Imagine a muggy, 90-degree August day. You’re hiking a dusty path in the woods, sweating up a storm.
Then, you round a bend, and a swimming hole with crystal-clear water and a cascading waterfall comes into view. What could be better?
Cheshire resident Dave Hajdasz writes about hidden spots such as this in his books “Take the Plunge” and “Swimming Holes of the White Mountains.” As an expert on swimming holes in New England, the author has discovered or sought out well over 100 of these oases.
Hajdasz’s writing adventure began in the 1990s, when he found a website about swimming holes around the country. An avid swimmer, he started checking some out and writing about them for the website. Before Hajdasz knew it, he was managing the Connecticut portion for the site and soon enough was writing about all of New England.
It didn’t take long for a Vermont publisher of outdoor lifestyle books to contact Hajdasz. Initially, the publisher wanted photos for a swimming hole book he was working on with another writer. Hearing nothing after two years, Hajdasz decided to contact the publisher. “Hey, did you ever write that book?” he asked. The publisher, in fact, never did.
When the editor asked if he wanted to write the book, Hajdasz agreed to take on the project. While his qualifications to pen a book were limited — he’d written a college thesis on “Gas phase iron molecules in chemistry” — he decided to give it a go.
Hajdasz said the format made it easy to weave a nice little story for readers, with the book’s one-page descriptions and a photo. Most of the photos feature members of his own family or friends and their kids.
In 2012, the Vermont book — “Take the Plunge” — came out and was well received, Hajdasz said. Both the Vermont and New Hampshire “White Mountains” swimming holes book have updated information in their second editions. The titles are sold in bookstores throughout New England and on Amazon.
While Hajdasz prefers remote and isolated swimming holes himself, he caters to all tastes in his books. There is no rating scale, but he said iconic swimming holes conjure up visions of clear water, a majestic waterfall, a secluded grotto, or a great view. “That’s a bonus,” he said.
Other great features include a combination of large and small pools, those with rocks to jump off of, and serene pools, as well as sections for both small kids and older ones.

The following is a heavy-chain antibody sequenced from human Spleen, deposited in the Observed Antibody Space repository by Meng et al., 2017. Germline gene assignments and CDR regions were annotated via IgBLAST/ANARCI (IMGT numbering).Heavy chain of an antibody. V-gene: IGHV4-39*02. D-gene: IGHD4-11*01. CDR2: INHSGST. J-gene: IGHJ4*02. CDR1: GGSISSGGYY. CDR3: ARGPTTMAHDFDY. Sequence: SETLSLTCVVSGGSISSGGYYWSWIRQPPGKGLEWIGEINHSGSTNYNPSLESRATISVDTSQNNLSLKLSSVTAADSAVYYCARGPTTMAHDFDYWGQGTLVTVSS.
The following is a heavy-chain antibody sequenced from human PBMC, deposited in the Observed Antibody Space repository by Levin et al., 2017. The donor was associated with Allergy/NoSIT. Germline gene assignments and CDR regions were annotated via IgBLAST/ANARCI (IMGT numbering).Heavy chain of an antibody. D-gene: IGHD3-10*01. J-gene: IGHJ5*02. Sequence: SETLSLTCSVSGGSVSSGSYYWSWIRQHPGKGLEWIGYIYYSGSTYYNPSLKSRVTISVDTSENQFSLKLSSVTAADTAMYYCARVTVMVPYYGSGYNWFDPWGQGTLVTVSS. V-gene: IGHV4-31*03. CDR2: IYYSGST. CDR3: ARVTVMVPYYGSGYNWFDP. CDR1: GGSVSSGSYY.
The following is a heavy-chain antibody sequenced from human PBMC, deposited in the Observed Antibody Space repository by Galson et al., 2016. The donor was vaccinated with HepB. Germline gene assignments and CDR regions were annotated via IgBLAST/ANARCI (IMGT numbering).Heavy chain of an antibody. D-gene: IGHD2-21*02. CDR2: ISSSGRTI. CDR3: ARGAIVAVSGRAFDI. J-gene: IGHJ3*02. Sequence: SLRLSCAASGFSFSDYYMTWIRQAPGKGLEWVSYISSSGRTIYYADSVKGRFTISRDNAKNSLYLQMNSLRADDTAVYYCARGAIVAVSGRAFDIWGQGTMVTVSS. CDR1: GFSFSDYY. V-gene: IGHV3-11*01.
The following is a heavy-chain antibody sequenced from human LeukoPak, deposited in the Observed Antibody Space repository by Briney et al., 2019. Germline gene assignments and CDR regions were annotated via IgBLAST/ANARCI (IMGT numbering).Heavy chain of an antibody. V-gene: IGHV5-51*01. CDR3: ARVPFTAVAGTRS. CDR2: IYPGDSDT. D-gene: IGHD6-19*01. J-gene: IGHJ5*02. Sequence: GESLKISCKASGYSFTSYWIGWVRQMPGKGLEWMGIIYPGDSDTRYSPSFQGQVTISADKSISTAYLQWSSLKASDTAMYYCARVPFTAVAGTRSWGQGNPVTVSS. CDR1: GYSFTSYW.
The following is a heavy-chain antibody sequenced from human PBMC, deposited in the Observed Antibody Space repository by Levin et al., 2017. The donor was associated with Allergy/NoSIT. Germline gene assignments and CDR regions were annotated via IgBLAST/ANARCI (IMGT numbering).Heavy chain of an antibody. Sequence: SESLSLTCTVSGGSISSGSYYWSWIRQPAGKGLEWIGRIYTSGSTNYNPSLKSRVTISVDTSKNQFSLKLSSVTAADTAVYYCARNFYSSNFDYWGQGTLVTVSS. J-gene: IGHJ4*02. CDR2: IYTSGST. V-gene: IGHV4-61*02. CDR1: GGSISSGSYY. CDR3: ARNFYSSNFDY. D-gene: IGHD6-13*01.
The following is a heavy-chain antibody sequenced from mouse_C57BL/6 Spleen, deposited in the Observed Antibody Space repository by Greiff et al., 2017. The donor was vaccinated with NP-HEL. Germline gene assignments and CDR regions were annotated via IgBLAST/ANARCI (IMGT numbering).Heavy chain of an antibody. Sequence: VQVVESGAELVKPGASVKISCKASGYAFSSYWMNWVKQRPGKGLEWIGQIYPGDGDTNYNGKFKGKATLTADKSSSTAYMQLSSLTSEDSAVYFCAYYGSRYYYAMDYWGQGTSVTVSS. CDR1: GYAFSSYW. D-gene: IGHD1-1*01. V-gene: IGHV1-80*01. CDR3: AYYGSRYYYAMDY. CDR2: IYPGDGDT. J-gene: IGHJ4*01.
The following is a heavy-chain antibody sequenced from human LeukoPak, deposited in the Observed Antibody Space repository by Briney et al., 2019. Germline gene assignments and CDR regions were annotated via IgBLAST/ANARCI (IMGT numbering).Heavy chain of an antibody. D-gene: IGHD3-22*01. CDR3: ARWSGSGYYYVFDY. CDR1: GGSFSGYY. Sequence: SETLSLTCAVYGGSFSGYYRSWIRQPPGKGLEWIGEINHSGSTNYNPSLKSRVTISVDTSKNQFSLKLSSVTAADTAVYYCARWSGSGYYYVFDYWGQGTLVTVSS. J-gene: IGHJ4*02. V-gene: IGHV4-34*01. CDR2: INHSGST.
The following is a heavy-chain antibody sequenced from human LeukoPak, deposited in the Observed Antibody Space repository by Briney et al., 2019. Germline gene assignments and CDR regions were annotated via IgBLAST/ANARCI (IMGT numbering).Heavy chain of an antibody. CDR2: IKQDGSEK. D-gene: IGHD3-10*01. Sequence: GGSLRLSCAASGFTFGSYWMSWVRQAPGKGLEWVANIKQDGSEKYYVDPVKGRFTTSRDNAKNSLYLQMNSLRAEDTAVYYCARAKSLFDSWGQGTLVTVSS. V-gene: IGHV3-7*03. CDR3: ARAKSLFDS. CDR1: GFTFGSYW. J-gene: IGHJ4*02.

In his books, Hajdasz details a number of areas that are easy to find and access. He’s driven to explore by “the thrill of finding a new place” but he also enjoys revisiting his favorites, which include these “must-see” locales: New Hampshire’s Emerald Pool in the Evans Notch area of the White Mountain National Forest; Middle Ammononoosuc, located in Bretton Woods near Mt. Washington; and Paradise on the Sawyer River.
Hajdasz notes the “easy walk” to get to Emerald Pool, which has many of the essential elements for a perfect swimming hole, including impeccably clear water. Middle Ammononoosuc is rugged terrain with interesting rock formations. “It takes a lot of courage to swim there,” said Hajdasz. As for Paradise, it might be difficult to find, but the place lives up to its name. The pool is deep and the surroundings include huge boulders and a waterfall. Paradise is located west of Bartlett, New Hampshire.
Vermont’s selections of swimming holes are categorized into northern, central, and southern reaches. One that is closest to Connecticut is the Timber Crib Dam, a national historic site, located in Guilford, Vermont. The dam is made up of timbers and is one of the most picturesque places you can imagine, said Hajdasz.
“Water just falls in sheets over this dam, the swimming hole is below it, and there’s a secret compartment. If you go through the waterfall, you can go under the dam,” he said.
Anything in the Mad River area of central Vermont is a good choice, and in northern Vermont, Three Holes in Montgomery Center is Hajdasz’s pick for one of his ultimate swimming holes.
“It’s beyond words. I can’t describe it,” he said.